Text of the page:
The legislation directs OWEB to operate a grant program for measurement devices.  However, the amendment provides no guarantee to the level of funding in the grant program.  Successful cost-share programs, like the fish-screening program, specifically articulate the level of funding that is avalable to landowners.

6.) AMENDMENT DOES NOT CREATE INCENTIVES FOR WATER MEASUREMENT

The most productive method  of increasing water measurement in Oregon would be a voluntary approach. If the state provides incentives for water measurement, many landowners would participate on a voluntary basis. The amendment continues to mandate measurement instead of recognizing the benefits of a voluntary approach.

THIS IS A BAD BILL - PLEASE CONTACT ALL 60  MEMBERS OF THE OREGON HOUSE OF REPRESENTATIVES AND DEMAND A "NO" VOTE  OF THEM ON HB 2564.

 Thank you for your consideration and time.

Gail Hildreth Whitsett

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Officials vote to charge property owners to draw groundwater
 
By Alex Breitler
Record Staff Writer
May 15, 2007 6:00 AM
LODI, California - A handful of people booed the loudest, but it was the silence of thousands more that was the deciding factor as officials voted Monday to charge rural landowners to draw groundwater.

The unanimous vote by the North San Joaquin Water Conservation District marked the end of three straight weeks of Monday night hearings over the new fee - or tax, depending on whom you ask.

North San Joaquin district officials say the money is needed to pay for new pipelines and other equipment to take water from the Mokelumne River and deliver it to farms as well as put it underground to boost the aquifer.

The state is threatening to take away the district's water rights if it cannot make full use of the water it is allocated.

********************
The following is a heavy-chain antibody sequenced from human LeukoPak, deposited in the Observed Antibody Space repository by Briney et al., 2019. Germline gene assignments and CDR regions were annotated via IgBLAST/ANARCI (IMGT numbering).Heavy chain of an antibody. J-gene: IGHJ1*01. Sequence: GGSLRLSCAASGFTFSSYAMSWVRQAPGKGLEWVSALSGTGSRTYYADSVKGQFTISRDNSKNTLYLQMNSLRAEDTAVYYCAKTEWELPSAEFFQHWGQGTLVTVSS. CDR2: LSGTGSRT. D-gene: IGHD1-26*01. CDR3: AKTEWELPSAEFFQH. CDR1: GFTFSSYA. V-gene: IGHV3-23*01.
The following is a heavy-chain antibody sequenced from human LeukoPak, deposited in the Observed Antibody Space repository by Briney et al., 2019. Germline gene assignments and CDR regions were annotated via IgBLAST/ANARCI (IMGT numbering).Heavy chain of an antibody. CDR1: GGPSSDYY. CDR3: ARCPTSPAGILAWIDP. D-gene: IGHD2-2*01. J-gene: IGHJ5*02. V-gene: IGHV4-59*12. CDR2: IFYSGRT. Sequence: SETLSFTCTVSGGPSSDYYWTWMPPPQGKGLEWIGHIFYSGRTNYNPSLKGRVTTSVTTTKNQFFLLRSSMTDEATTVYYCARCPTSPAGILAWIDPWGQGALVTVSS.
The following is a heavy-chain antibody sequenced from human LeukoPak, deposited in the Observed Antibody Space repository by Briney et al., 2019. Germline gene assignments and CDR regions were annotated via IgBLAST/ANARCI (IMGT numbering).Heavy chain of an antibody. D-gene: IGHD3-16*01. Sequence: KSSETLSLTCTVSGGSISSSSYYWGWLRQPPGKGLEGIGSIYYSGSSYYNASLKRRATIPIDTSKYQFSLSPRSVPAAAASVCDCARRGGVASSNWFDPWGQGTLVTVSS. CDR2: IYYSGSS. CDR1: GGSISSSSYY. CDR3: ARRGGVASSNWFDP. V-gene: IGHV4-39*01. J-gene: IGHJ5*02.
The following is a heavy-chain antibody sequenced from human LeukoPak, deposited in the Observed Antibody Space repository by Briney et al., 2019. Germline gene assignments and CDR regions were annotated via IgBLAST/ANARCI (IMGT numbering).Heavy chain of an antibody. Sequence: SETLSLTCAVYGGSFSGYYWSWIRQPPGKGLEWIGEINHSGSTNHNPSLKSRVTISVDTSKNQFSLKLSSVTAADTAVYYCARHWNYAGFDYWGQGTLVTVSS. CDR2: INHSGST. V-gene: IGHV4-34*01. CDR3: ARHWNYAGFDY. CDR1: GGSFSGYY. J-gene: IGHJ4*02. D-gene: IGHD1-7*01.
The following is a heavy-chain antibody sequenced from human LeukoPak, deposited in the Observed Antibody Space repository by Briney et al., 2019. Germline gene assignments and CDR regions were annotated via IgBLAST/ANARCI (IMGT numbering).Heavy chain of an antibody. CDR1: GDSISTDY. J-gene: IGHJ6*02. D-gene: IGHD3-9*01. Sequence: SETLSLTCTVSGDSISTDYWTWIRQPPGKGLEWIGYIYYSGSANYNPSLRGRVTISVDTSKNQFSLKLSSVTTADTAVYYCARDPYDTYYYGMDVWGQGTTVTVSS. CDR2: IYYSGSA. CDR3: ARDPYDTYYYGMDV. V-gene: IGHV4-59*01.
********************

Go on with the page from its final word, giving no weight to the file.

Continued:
Property owners could have thwarted the district's plan if a majority had filed protests. But of the 5,501 property owners potentially subject to the fees, only 974 protested, an attorney for the district said.

Critics blamed the district for poor communication and claimed that as a result, some of the protests went astray in the mail or were never filed.

"I've never heard of a voting system this way in America," retired farmer Bill Fuhs said.

District officials said they followed the letter of Proposition 218, a voter-approved initiative allowing taxpayers to reject tax increases and assessments.

Under the fee, rural homeowners are asked to pay $21.40 a year. Growers would be assessed anywhere from $6.42 an acre to $17.12 an acre. The fee would raise about $900,000 a year.

If nothing is done, the district loses its Mokelumne River water rights, and groundwater levels will keep falling at an average of 1 foot per year, Ed Steffani, the district's manager, has said.

As the district's former attorney Bud Adams put it at a previous hearing: "We're going to be raising tortoises out here" without water from the river.

State officials have threatened to step in and decide how much groundwater should be used in San Joaquin County. Such a move could slap meters on farmers' wells, reducing groundwater pumping by 25 percent in the North San Joaquin district and hurting the economy, Steffani has said.

Bryan Pilkington, who lives on Bear Creek, said he will voice his disgust over the fee at a key hearing next month.

The State Water Resources Control Board is scheduled June 21 to decide if the district's water rights should be preserved.

Contact reporter Alex Breitler at (209) 546-8295 or abreitler@recordnet.com.